Harris v. Social Security Administration, Commissioner, No. 6:2016cv01859 - Document 13 (N.D. Ala. 2017)

Court Description: MEMORANDUM OPINION. Signed by Judge R David Proctor on 11/28/2017. (KAM, )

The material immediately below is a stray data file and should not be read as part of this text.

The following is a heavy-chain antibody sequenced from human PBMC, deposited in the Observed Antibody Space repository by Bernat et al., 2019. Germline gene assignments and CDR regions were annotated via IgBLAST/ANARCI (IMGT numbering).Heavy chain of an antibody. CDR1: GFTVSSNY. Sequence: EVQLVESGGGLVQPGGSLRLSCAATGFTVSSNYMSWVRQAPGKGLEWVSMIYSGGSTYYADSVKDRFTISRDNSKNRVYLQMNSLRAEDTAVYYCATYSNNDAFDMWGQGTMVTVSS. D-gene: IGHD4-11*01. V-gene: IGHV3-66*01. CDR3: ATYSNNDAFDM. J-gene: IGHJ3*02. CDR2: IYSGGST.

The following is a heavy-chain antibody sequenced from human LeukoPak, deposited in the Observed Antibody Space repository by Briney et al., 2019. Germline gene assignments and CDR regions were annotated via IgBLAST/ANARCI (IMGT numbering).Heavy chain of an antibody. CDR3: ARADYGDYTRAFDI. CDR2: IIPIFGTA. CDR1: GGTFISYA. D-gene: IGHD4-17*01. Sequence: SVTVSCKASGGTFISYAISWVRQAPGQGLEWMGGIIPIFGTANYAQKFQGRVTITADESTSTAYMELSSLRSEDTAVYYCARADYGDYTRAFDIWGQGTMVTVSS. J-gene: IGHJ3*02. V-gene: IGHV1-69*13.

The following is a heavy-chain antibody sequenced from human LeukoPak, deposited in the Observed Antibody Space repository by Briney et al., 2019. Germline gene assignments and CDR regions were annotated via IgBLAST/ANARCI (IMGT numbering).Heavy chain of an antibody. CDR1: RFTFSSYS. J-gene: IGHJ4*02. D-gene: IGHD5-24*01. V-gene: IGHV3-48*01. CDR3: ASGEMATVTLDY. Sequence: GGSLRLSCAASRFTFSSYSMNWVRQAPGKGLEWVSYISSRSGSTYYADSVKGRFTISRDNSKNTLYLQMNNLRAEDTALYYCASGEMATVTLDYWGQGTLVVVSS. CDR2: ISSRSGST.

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Harris v. Social Security Administration, Commissioner Doc. 13 FILED 2017 Nov-28 PM 01:02 U.S. DISTRICT COURT N.D. OF ALABAMA UNITED STATES DISTRICT COURT FOR THE NORTHER DISTRICT OF ALABAMA MIDDLE DIVISION THOMAS HARRIS, } } Plaintiff, } } v. } } NANCY A. BERRYHILL, } Acting Commissioner of Social Security, } } Defendant. Case No.: 6:16-cv-01859-RDP MEMORANDUM OF DECISION Plaintiff Thomas Harris (“Plaintiff” or “Harris”) brings this action pursuant to Sections 205(g) and 1631(c)(3) of the Social Security Act (the “Act”), seeking review of the decision of the Commissioner of Social Security (“Commissioner”) to deny his claim for disability insurance benefits (“DIB”) and Supplemental Security Income (“SSI”). See 42 U.S.C. §§405(g) and 1383(c). Based on the court’s review of the record and the briefs submitted by the parties, the court finds that the decision of the Commissioner is due to be affirmed. I. Proceedings Below Plaintiff filed his applications for DIB and SSI on January 24, 2014, alleging disability beginning March 24, 2012.1 (Tr. 10, 77). The claim was initially denied on April 9, 2014. (Tr. 10, 99). After his application was denied, Plaintiff filed a written request for a hearing. (Tr. 10, 104). On July 22, 2015, Plaintiff received a hearing before Administrative Law Judge (“ALJ”) Patrick R. Digby. (Tr. 25–47). On November 4, 2015, the ALJ determined that Plaintiff was not disabled under Sections 216(i) and 223(d) of the Act. (Tr. 19). 1 On July 22, 2015 Plaintiff amended the date of disability to May 20, 2013. (Tr. 27, 190). 1 Dockets.Justia.com On September 17, 2016, the Appeals Council denied Plaintiff’s request for review of the ALJ decision. (Tr. 1–3). Following that denial, the final decision of the Commissioner became a proper subject of this court’s appellate review. See Chester v. Bowen, 792 F.2d 129, 131 (11th Cir. 1986) (finding the ALJ decision final for purposes of judicial review when the Appeals Council denied review). Plaintiff Thomas Harris was forty-four years old both at the time of his hearing before the ALJ, and when the ALJ’s decision was rendered. (Tr. 18, 29, 150). Prior to his alleged injuries, Harris earned a GED and worked on an oil rig, on a cable pole crew, at a tire plant, and at a WalMart. (Tr. 40–41). These jobs included work as a machine operator, material handler, construction worker, and welder. (Tr. 42). In July 2010, Harris underwent triple bypass surgery performed by Dr. Athanasuleas at Brookwood Medical Center. (Tr. 252). Despite being cleared by his doctor to return to work after the bypass, Plaintiff has not sought employment since his surgery. (Tr. 32– 33). During a neurologic exam in December 2013, Dr. Drummond of Vascular Associations of Birmingham found that Harris had no focal weakness.2 (Tr. 304). He rated Harris’ strength as a “B” and found minimal Internal Carotid Artery (“ICA”) stenosis.3 (Id.) Dr. Drummond recommended annual carotid ultrasounds for Harris. (Id.) Plaintiff sought medical care from his current primary care physician, Dr. Martin, for the first time in January 2012, two years before filing the current request for SSI and DIB. (Tr. 309). In May 2012, Harris complained of back pain to Dr. Martin; however, Harris described his pain as A focal deficit is a “problem with nerve, spinal cord, or brain function” that can affect movement changes. These effects can include “paralysis, weakness, loss of muscle control, increased muscle tone, loss of muscle tone, or movements a person cannot control . . . .” Focal Neurologic Deficits, U.S. NATIONAL LIBRARY OF MEDICINE (Oct. 3, 2017), https://medlineplus.gov/ency/article/003191.htm. 3 ICA stenosis occurs when the carotid arteries, which are the main arteries used to provide blood to the brain, are blocked. ICA stenosis can result in a stroke as well as weakness in part of the body and a loss of sensation. Michael A. Chen, MD, PhD, Carotid Artery Stenosis- Self-Care, U.S. NATIONAL LIBRARY OF MEDICINE (Oct. 3, 2017), https://medlineplus.gov/ency/patientinstructions/000717.htm. 2 2 being a “1” on a pain scale. (Tr. 327–28). Harris informed Dr. Martin that pain in the lower part of his back and neck had been going on “for a while” and was getting worse. (Tr. 327). Dr. Martin diagnosed Harris with chronic back pain in May 2012. (Tr. 330). To treat the chronic back pain, Dr. Martin prescribed physical therapy. (Tr. 331). After attending physical therapy, Harris returned to Dr. Martin in February 2013 with complaints of worsening back pain. (Tr. 342). In May 2013, Harris described “his back pain [as] getting unbearable.” (Tr. 348). Despite these and other complaints to Dr. Martin, upon examination Harris was found to be grossly intact, non-focal, and not in any acute distress. (Tr.342–44, 347– 50). Dr. Martin prescribed pain injections from Dr. Howell of North Alabama Bone & Joint for the back pain. (Tr. 342). SI joint injections were done in the fall of 2014. (Tr. 623). The injections gave Harris 40% to 50% relief for months and led Harris to believe he was better. (Id.) In April 2015, Harris visited Dr. Martin again. At this visit, Harris denied any muscle weakness, back pain, or joint pain. (Tr. 655). Dr. Martin did not find Harris to be in any acute distress, and found him to be neurologically intact and non-focal. (Id.) At another appointment in June 2015, Harris had 5/5 motor strength in his upper extremities, despite claims of muscle weakness in May 2015. (Tr. 660, 709). In addition to treatment by Dr. Martin and Dr. Howell, Harris was also seen by Dr. Kast of North Alabama Neuro Services during 2014 and 2015. (Tr. 483, 498). Dr. Martin referred Harris to Dr. Kast in April 2014. (Tr. 483). During an appointment with Harris in July of 2014, Dr. Kast stated that Harris’ degenerative lumbar disc disease was “age appropriate” as there was no “evidence of gross bony abnormalities or alignment issues.” (Tr. 499–500). Harris was not in any obvious distress during the visit and his “neurologic exam [was] absolutely normal in both lower 3 extremities.” (Tr. 499). After reviewing Harris’ CT scan, Dr. Kast concluded that the “minimal amount of degenerative changes are absolutely typical for anyone over the age of 35.” (Tr. 500). A year later, in June 2015, Dr. Kast saw Harris again regarding Harris’ complaints of back pain. The records from the appointment note that Harris had “no obvious cranial nerve deficits” and had a “normal motor, sensory and tendon reflex exam in both upper extremities.” (Tr. 679). There was also no Hoffman sign4 and in the lower extremities there were no long tract findings.5 (Id.). Dr. Kast concluded that Harris’ condition did not warrant surgery, and referred Harris back to Dr. Howell for injection therapies. (Tr. 678-680). II. ALJ Decision The Act uses a five-step sequential evaluation process to determine a claimant’s disability. 20 C.F.R. §404.1520(a) and 416.920(a). First, the ALJ must determine whether the claimant is engaging in substantial gainful activity. 20 C.F.R. §404.1520(b) and 416.920(b). Substantial gainful activity is work done for pay or profit that requires significant physical or mental activities. 20 C.F.R. §404.1572(a-b) and 416.972(a-b). If the claimant has employment earnings above a certain threshold, the ability to engage in substantial gainful activity is generally presumed. 20 C.F.R. §404.1574, 404.1575, 416.974, and 416.975. If the ALJ finds that the claimant engages in substantial gainful activity, then the claimant cannot claim disability, regardless of a medical condition or age, education, and work experience. 20 C.F.R. §414.1520(b) and 416.920(b). Second the ALJ must determine whether the claimant has a medically-determinable impairment that significantly limits the claimant’s ability to perform basic work activities. 20 4 A Hoffman sign is a test used to indicate problems in the spinal cord. The test is conducted by tapping the third or fourth fingernail. If the finger involuntary flexes, then the Hoffman sign is positive. Hoffman’s Sign, MS ENCYCLOPEDIA (Jan. 21, 2008), http://www.mult-sclerosis.org/Hoffmanssign.html. 5 Long tract findings are neurological signs which indicate the presence of a lesion in the spinal cord or brain. Long Tract Signs, THE FREE DICTIONARY, https://medical-dictionary.thefreedictionary.com/long+tract+signs (citing MOSBY’S MEDICAL DICTIONARY (9th ed. 2009)). 4 C.F.R. §404.1420(c) and 416.920(a)(4)(ii). Absent such impairment, the claimant may not claim disability. Id. Third, the ALJ must determine whether the claimant’s impairment meets or functionally equals an impairment listed in 20 C.F.R. §404, Subpart P, Appendix 1. If the criteria for impairment is met or functionally equal, the claimant is disabled. 20 C.F.R. §404.1520(a)(4)(iii) and 416.920(a)(4)(iii). If the impairment is not met or is not functionally equivalent, the ALJ will assess the claimant’s residual functional capacity (“RFC”) to perform, given their impairment, in a work setting. 20 C.F.R. §§404.15245(a)(1) and 416.920(a)(1). The RFC is based on medical and other evidence in the record. 20 C.F.R. §§404.1520(a)(4)(iv) and 416.920(a)(4)(iv). The ALJ makes an assessment about a claimant’s RFC using a two-step process that determines: (1) whether there is an underlying medically-determinable impairment that could reasonably be expected to produce the claimant’s pain; and (2) the extent to which the claimant’s symptoms would limit claimant’s functioning. 20 C.F.R. §§404.1545(e) and 416.920(e). To determine the limiting effect of the claimant’s impairment, the ALJ must consider the credibility of the claimant’s statements about their pain the context of the record. 20 C.F.R. §§404.1529(c)(3) and 416.920(c)(3). Once the ALJ has determined Plaintiff’s RFC, the ALJ will consider in step 4 whether the claimant has the RFC to perform the requirements of his past relevant work. 20 C.F.R. §§414.1520(f) and 416.920(f). If the claimant is found capable of performing past relevant work, then the claimant is not disabled. Id. If the claimant is unable to perform past relevant work or has no past relevant work, then the analysis proceeds to the fifth and final step. 20 C.F.R. §§404.1520(a)(4)(v) and 416.920(a)(4)(v). In the fifth step, the ALJ will determine whether the claimant is able to perform any other work in the national economy that is commensurate with their RFC, age, education, and work experience. 20 C.F.R. §404.1520(g). Although the claimant 5 must still prove disability, at this point the burden of production shifts from the claimant to the ALJ. The ALJ must provide evidence, in significant numbers, of jobs in the national economy that claimant can do, given their RFC, age, education, and work experience. 20 C.F.R. §§404.1520(g), 404.1560(c), 416.912(g), and 416.960(c). Here, the ALJ determined that the claimant met the insured status requirements of 20 C.F.R. §§216(i) and 223 of the Act through December 31, 2015. (Tr. 12). Nevertheless, the ALJ determined that the claimant is not entitled to benefits under the 5-step sequential evaluation process. III. Plaintiff’s Argument for Remand or Reversal Plaintiff presents two distinct arguments in favor of reversing the ALJ decision. First, Plaintiff argues that the “ALJ did not properly assess the Plaintiff’s credibility consistent with the regulations.” (Doc. #11 at 3). Second, Plaintiff claims that “the ALJ failed to properly articulate good cause for according less weight to the opinion of Plaintiff’s treating physician when finding the Plaintiff was not disabled.” (Doc. #11 at 10). Each of these arguments is considered below, in turn. IV. Standard of Review Judicial review of disability claims under the Act is limited to two questions: (1) whether the record reveals substantial evidence to sustain the ALJ’s decision; and (2) whether the correct legal standards were applied. 42 U.S.C. §405(g); see Wilson v. Barnhart, 284 F.3d 1219, 1221 (11th Cir. 2002). If the Commissioner’s findings are supported by “substantial evidence,” they are conclusive. Martin v. Sullivan, 894 F.2d 1520, 1529 (11th Cir. 1990). “Substantial evidence is less than a preponderance, but rather such relevant evidence as a reasonable person would accept as adequate to support a conclusion.” Moore v. Barnhart, 405 F.3d 1208, 1211 (11th Cir. 2005). The 6 district court may not reconsider the facts, reevaluate the evidence, or substitute its judgment for that of the Commissioner. See id. (citing Bloodsworth v. Heckler, 703 F..2d 1233, 1239 (11th Cir. 1983)). If supported by substantial evidence, the Commissioner’s factual findings must be affirmed, even if the record suggests otherwise. Crawford v. Comm’r of Soc. Sec., 363 F.3d 1155, 1159 (11th Cir. 2004) (emphasis added). Nevertheless, while the court acknowledges that judicial review of the ALJ’s findings is limited in scope, the court also notes that review “does not yield automatic affirmance.” Lamb v. Bowen, 847 F.2d 698, 701 (11th Cir. 1988). Legal standards are reviewed de novo. Moore, 405 F.3d at 1211. V. Analysis For the reasons explained below, the court finds that the decision of the Commissioner is due to be affirmed. A. Substantial Evidence Supports the ALJ’s Findings. Plaintiff’s initial argument is that the ALJ did not properly assess Plaintiff’s credibility in evaluating subjective complaints of disabling symptoms. (Doc. #11 at 3). It is axiomatic that Plaintiff bears the burden of establishing that he is disabled. Green v. SSA., 223 Fed. Appx. 915, 923 (11th Cir. 2007). In the context of this case, Plaintiff must satisfy the pain standard test applied by the Eleventh Circuit by showing “(1) evidence of an underlying medical condition; and (2) either (a) objective medical evidence confirming the severity of the alleged pain; or (b) that the objectively determined medical condition can reasonably be expected to give rise to the claimed pain.” Wilson v. Barnhart, 284 F.3d 1219, 1225 (11th Cir. 2002) (citing Holt v. Sullivan, 921 F.2d 1221, 1223 (11th Cir. 1991)). If the ALJ determines that Plaintiff has a medically determinable impairment that could reasonably be expected to produce his pain, he must then evaluate the intensity and persistence of Plaintiff’s symptoms to determine if they limit his capacity to work. 7 20 C.F.R. §404.1529(c)(1). The ALJ should use all available evidence in making this determination. Id. Here, the ALJ determined that Harris had several underlying medical conditions. (Tr. 13). (“the claimant has the medically determinable impairments of neuropathy, chronic obstructive pulmonary disease, and carotid artery stenosis . . .”) And while the record did not provide objective evidence confirming the severity of the alleged pain, the ALJ found that Plaintiff’s objective medical condition could be expected to cause symptoms as alleged. (Tr. 15). However, the ALJ did not find Plaintiff’s claims regarding the intensity, persistence, and limiting effects of such symptoms to be entirely credible. (Id.) “A clearly articulated credibility finding with substantial supporting evidence in the record will not be disturbed by a reviewing court.” Foote v. Chater, 67 F.3d 1553, 1562 (11th Cir. 1995). If the ALJ discredits Plaintiff’s subjective testimony, he must articulate “explicit and adequate reasons for doing so.” Id. Plaintiff’s medical records must be reviewed to determine if his complaints of pain are demonstrable within the record. 20 C.F.R. 404.1529(c)(1). There are several circumstances under which an ALJ may conclude that complaints of pain are not credible. Claims of long-term pain may be discredited by evidence that the “pain had not require[d] routine or consistent treatment.” Dyer v. Barnhart, 395 F.3d 1206, 1211 (11th Cir. 2005); see also Ogranaja v. Comm’r of Soc. Sec. Admin., 186 Fed. Appx. 848, 851 (11th Cir. 2006) (gaps in treatment history may be used as evidence to discredit claims of disabling pain). The Eleventh Circuit has also held that “refusal to follow prescribed medical treatment without a good reason will preclude a finding of disability.” Ellison v. Barnhart, 355 F.3d 1272, 1275 (11th Cir. 2003) (citing Dawkins v. Bowen, 848 F.2d 1211, 1213 (11th Cir. 1988)). The ALJ may also consider a claimant’s daily activities as 8 a factor in determining the credibility of pain claims. Harwell v. Heckler, 735 F.2d 1292, 1293 (11th Cir. 1984). Plaintiff argues that the ALJ failed to consider substantial evidence of debilitating back pain as purportedly substantiated by visits with Drs. Martin, Clement, and Howell. (Doc. #11 at 5–7). In 2014, Dr. Howell provided Plaintiff SI joint injections. (Tr. 623). The injections gave Harris 40% to 50% relief for months. (Id.) “If an impairment can be controlled by treatment or medication, it cannot be considered disabling.” Harwell v. Heckler, 735 F.2d 1292, 1293 (11th Cir. 1984); 20 C.F.R. §404.1529(c)(3)(iv). Because these injections successfully treated the back pain for months at a time, Plaintiff’s condition is not considered disabling. Harwell, 735 F.2d at 1293. At an appointment in July 2014, Dr. Clement described Plaintiff as a “well-developed, well-nourished while male, walking unassisted.” (Tr. 504). He described Plaintiff’s stenosis as “very mild.” (Id.) After reviewing Plaintiff’s x-rays, Dr. Clement observed that any degenerative disk disease was “moderate” and that Plaintiff’s femurs were “normal.” (Id.) Dr. Clement concluded that pain treatments gave Plaintiff “significant relief.” (Tr. 505). Dr. Martin observed that Plaintiff was “grossly intact and non-focal” at multiple appointments. (Tr. 477, 482, 486, 655). He described Plaintiff as “well developed, well nourished” and in “no acute distress” at an April 2014 appointment. (Tr. 477). A CT scan included in Dr. Martin’s records and signed by Dr. Martin indicated that Plaintiff’s lumbar vertebra were “essentially unremarkable.” (Tr. 496). In April 2015, Dr. Martin observed that Plaintiff was not experiencing any “back pain, joint pain, joint swelling, muscle weakness, [or] stiffness.” (Tr. 655). In reviewing all of the medical records, the ALJ assigned significant weight to the opinion of Dr. Kast, one of Plaintiff’s treating physicians. (Tr. 16–17). Records from appointments with 9 Dr. Kast in both 2014 and 2015 noted that Plaintiff was not in any obvious distress. (Tr. 15, 499). A July 2014 neurological examination showed Plaintiff to be “absolutely normal” in both lower extremities. (Id.) A CT scan found degenerative changes in the lumbar spine to be “normal.” (Tr. 499). Dr. Kast found no long tract signs in Plaintiff’s lower extremities nor any cranial nerve deficits. (Tr. 15, 499). Plaintiff’s Hoffman sign was negative and he had normal motor and sensory examinations in all extremities. (Tr. 16, 499). The results of a cervical MRI were “essentially negative.” (Tr. 680). Moreover, Dr. Kast found no justification for surgery, and recommended conservative treatment. (Tr. 680). The rendering of such conservative treatments may be considered by an ALJ in resolving credibility issues against a claimant claiming disabling pain. Sheldon v. Astrue, 268 Fed. Appx. 871, 872 (11th Cir. 2008) (citing Wolfe v. Chater, 86 F.3d 1072, 1078 (11th Cir. 1996)). The ALJ also considered the opinions of Drs. Whitney and Estock, state agency medical consultants. (Tr. 16). The consultants are considered experts in issues surrounding Social Security applicants, and the opinions of the consultants, if supported by the record, can be given great weight by the ALJ. See 20 C.F.R. §§404.1512(b)(8), 404.1527(e)(2)(i), (ii); Social Security Ruling (SSR) 96-6p, 1996 WL 374180 (S.S.A.). In his report, Dr. Estock described Plaintiff’s daily activities which included helping care for two pets, preparing meals, performing chores, driving, shopping, attending church, and occasionally going fishing. (Tr. 81). Based on his evaluation, Dr. Estock concluded that Plaintiff could function “at least at a semi-skilled level.” Id. Dr. Whitney also provided opinions about the capacities of Plaintiff’s physical functions. (Tr. 87–96). He recognized that Plaintiff’s physical health would prevent him from being able to climb ladders, ropes, or scaffolds, yet felt confident that Plaintiff could lift and carry ten pounds frequently and twenty pounds occasionally. (Tr. 93–94). He concluded that Plaintiff could sit, 10 stand, and walk for six hours a day during an eight-hour work day as well as frequently balance, stoop, kneel, crouch, and climb ramps and stairs. (Id.) The medical consultants’ conclusions are supported by Plaintiff’s own testimony. Plaintiff testified that he cares for his children, drives, shops, cares for his own personal needs, helps around the house, and occasionally attends football games. (Tr. 30–31, 33–35). Taken together, the medical records from three treating physicians and two state agency medical consultants are substantial evidence which supports the ALJ’s conclusion that Plaintiff is not disabled and can engage in light work. For this reason, Plaintiff’s first ground for reversal is due to be denied. B. Proper Weight was Accorded to the Opinion of Dr. Martin. Plaintiff argues that the ALJ failed to properly articulate good cause for according less weight to the opinion of Dr. Martin, Plaintiff’s treating physician. (See Doc. #11 at 10). While opinions of treating physicians are generally entitled to significant weight, an ALJ may discount a treating physician’s opinion for good cause. Phillips v. Barnhart, 357 F.3d 1232, 1240-41 (11th Cir. 2004); Lewis v. Callahan, 125 F.3d 1436, 1440 (11th Cir. 1997). Good cause may be found when (1) the treating physician’s opinion is not bolstered by the evidence, (2) the evidence supported a contrary finding, or (3) the treating physician’s opinion is conclusory or inconsistent with the doctor’s own medical records. Id. Here, the ALJ discounted the debilitating assessment of Dr. Martin, and gave no weight to “Dr. Martin’s more specific statements about [Plaintiff’s] functional limitations” based on the conclusion that Dr. Martin’s opinions were “not consistent with the substantial medical evidence of record.” (Tr. 16). Specifically, the ALJ noted that Dr. Martin prescribed Plaintiff a cane just a few weeks prior to the Social Security hearing, despite a lack of medical evidence substantiating 11 difficulty with balance or ambulation. (Tr. 16, 687). In fact, the ALJ found that substantial medical evidence undermines the decision to prescribe a cane. (See e.g., Tr. 436, 499, 518) (noting that Plaintiff had normal strength, normal gait, normal motor function, an “absolutely normal” neurologic exam, and no muscle or joint aches or pains)). The ALJ’s determination was based upon substantial evidence. Finally, the question as to whether a claimant can carry on meaningful employment is a determination reserved solely for the ALJ and does not qualify as a “medical opinion.” (Tr. 16); see 20 C.F.R. §404.1527(d); Heppell-Libsansky v. Comm’r of Soc. Sec., 170 Fed. Appx. 693, 697 (11th Cir. 2006). Only the Commissioner can make such a finding as it is an administrative decision that is dispositive of a Social Security case. Id. For these reasons, Plaintiff’s second ground for reversal is due to be denied. VI. Conclusion The court concludes that the ALJ’s determination that Plaintiff is not disabled is supported by substantial evidence. The court further finds that proper legal standards were applied in reaching the ALJ’s determination. The Commissioner’s final decision is due to be affirmed. A separate order in accordance with this memorandum of decision will be entered. DONE and ORDERED this November 28, 2017. _________________________________ R. DAVID PROCTOR UNITED STATES DISTRICT JUDGE 12